This easy Salmon Poke recipe is one you can make at home with just a few ingredients. To start, you will need bite-size cubes of fresh salmon, pineapple rings, watermelon radishes, soybeans, served over zuchinni noodles and dusted with Furikake and Togarashi. The latter two is something you can order on Amazon, so don’t sweat sourcing it. Although it’s not necessary for a poke bowl, it definitely adds a lot of flavor. Beyond everything mentioned, your poke can pretty much be made according to how you like it.
If you are wondering what the classic poke bowl looks like, I can tell you this—it looks nothing like this. In fact if you go to Hawaii, the best poke—as told by locals—is in the back of a supermarket store. It’s pre-tossed and and scooped into plastic containers. Very un-Instragram-able, but the locals are right. The best poke is found in an unassuming glass case, next to other pre-fixed dishes. My riff here looks nothing like that Kauai version my boys and I love, but it more than does the trick. We love it.
For this easy salmon poke recipe, I use pineapples because the sweetness against the umami of the dish is a nice bright balance. The watermelon radishes gives crunch and a peppery bite. Soybeans are a must. Zoodles (zucchini noodles) are optional, but a nice switch up from rice. Of course the dusting of Furikake and Togarashi are flavor enhancers on roids and it keeps me from drowning the bowl in sauce. As for the fresh salmon, I don’t have anywhere close to me that sells fresh, sushi-grade salmon. If you have the same issue, do as I do—buy it from a poke restaurant. Sure, you can then buy the whole bowl there, which I’ve done plenty. But making my own is a lot less money, in fact by 70% less, and it’s a great way to get the kids in the kitchen to make and customize their own bowl.
Recipe notes before getting started with this easy Salmon Poke recipe you nan make at home:
I try to stay away from anything that can’t be found in most grocery stores, but every once in awhile, it’s unavoidable. When that’s the case, I’ll make sure there’s an online source, so you aren’t driving miles out of your way. In this case, the Furikake and Togarashi are somewhat specialized. Furikake is becoming more popular, so many of you can find it in your local big chain grocery store. The Togarashi not as much, so Amazon is your easiest bet.
There are a lot of different sauces that can be used on a variety of poke bowls, for this one, I prefer a spicy mayo and a ponzu sauce. The spicy mayo can be ratcheted up in heat according to your preference. The recipe that accompanies this bowl is a loose guideline for ratios. For the ponzu sauce, you can buy it in the Asian section of most grocery stores or order it on Amazon. I also added a homemade recipe if you want to keep it simple and make your own.
Bonus points for homemade sauce
To really bring out the bigger flavors, source a jar of bonita flakes, from Amazon or at an Asian store. Bonita flakes are dried and fermented tuna flakes. I know, it doesn’t sound like the most appetizing when eaten alone—it’s not—but add just a bit to any liquid base of sauce or broth and it brings on a new level of umami.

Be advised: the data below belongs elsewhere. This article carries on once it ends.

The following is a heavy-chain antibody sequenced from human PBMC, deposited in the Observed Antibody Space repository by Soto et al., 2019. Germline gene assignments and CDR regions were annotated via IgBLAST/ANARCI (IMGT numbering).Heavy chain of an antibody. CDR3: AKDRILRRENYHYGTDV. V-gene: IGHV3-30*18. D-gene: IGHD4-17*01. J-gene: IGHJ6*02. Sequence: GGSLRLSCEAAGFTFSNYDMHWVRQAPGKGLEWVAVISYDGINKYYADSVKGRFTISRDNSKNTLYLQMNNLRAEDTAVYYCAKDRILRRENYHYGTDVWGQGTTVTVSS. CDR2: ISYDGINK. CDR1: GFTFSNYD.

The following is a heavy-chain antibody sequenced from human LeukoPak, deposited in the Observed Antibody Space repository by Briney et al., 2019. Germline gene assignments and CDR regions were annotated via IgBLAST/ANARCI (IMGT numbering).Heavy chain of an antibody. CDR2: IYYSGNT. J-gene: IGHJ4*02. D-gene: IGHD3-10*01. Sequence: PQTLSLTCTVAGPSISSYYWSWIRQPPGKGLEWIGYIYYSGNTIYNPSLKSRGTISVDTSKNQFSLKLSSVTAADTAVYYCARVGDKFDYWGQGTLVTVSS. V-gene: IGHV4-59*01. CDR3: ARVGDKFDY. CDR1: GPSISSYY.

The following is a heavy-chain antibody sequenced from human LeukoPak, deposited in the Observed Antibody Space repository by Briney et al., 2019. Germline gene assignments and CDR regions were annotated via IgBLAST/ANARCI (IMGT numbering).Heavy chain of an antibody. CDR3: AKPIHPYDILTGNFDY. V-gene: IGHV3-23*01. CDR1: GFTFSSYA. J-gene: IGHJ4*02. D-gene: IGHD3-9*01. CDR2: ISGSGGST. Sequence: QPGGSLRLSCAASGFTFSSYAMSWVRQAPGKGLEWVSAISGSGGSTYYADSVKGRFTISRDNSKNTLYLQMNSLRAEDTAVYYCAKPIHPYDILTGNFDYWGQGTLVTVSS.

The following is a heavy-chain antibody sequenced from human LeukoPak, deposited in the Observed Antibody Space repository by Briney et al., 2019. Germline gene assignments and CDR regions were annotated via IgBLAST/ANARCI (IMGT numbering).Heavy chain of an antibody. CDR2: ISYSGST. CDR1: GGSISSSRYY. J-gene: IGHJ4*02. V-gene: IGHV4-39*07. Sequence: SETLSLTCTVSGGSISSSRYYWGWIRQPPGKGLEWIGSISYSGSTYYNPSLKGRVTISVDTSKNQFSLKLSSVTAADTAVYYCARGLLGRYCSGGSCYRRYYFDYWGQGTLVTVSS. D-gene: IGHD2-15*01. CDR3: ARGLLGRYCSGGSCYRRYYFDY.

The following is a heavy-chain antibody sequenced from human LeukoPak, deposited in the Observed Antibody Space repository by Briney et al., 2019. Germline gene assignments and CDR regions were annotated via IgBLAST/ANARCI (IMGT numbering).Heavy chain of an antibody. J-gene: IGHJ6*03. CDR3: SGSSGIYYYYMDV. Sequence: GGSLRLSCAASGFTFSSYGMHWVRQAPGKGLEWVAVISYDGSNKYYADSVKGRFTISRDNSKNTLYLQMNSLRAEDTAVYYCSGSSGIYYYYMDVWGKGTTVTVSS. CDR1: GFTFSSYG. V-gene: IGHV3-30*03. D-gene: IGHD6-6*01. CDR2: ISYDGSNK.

More Asian inspired meals
I don’t cook Asian food often, but with my kids being part Asian, I’m learning to grow my nightly dinner routines. For Asian inspired meals check out these: Korean Beef Bowl, Chicken Satay Bowl and Chicken Teriyaki Bowl
Salmon Poke Bowl
Salmon Poke Bowl Cuisine: Asian Author: Matt Robinson Prep time: 15 mins Cook time: 15 mins Total time: 30 mins Serves: Serves 4
- 1 lb. sushi-grade salmon, cut to bite-sized pieces*
- 16 oz. zoodles
- 1 20 oz. Dole Pineapple Rings (fresh pineapple works well too)
- 1 cup edamame
- 1 cup thinly sliced watermelon radishes
- 1 cup crispy onions (store bought or homemade)
- 1 teaspoon furikake
- 1 teaspoon togarashi
- Spicy Mayo
- Ponzu Sauce
- Evenly divide all the bowl ingredients among four bowls. Serve with spicy mayo sauce and ponzu sauce.
- *If you are preparing your own salmon: In a large bowl, whisk together 1 lb. sushi-grade salmon (cut into bite-size pieces), 1/4 cup soy sauce, 1 tablespoon Mirin, 2 teaspoon sesame oil and toss to coat. Refrigerate for at least 15 minutes or up to 1 hour.
- To make spicy mayo sauce: In a bowl, stir together 1 cup mayonnaise, 4 tablespoons Sriracha, 2 tablespoons fresh lemon juice and kosher salt to taste.
- To make ponzu sauce: In a bowl, stir together 1 garlic clove (grated), 1/2 cup soy sauce, 1/4 cup lemon juice, 2 tablespoons mirin. Optional (see note below): If you are using bonita flakes add in about 3 tablespoons into the assembled sauce and let steep overnight in the refrigerator. The new day, remove bonita flakes through a sieve and discard.
- RECIPE NOTES:
- The spicy mayo can be ratcheted up in heat according to your preference. For the ponzu sauce, you can buy it in the Asian section of most grocery stores or order it on Amazon. I added a homemade recipe, that is very simple. To really bring out the bigger flavors in your ponzu, source a jar bonita flakes from Amazon or at an Asian store.
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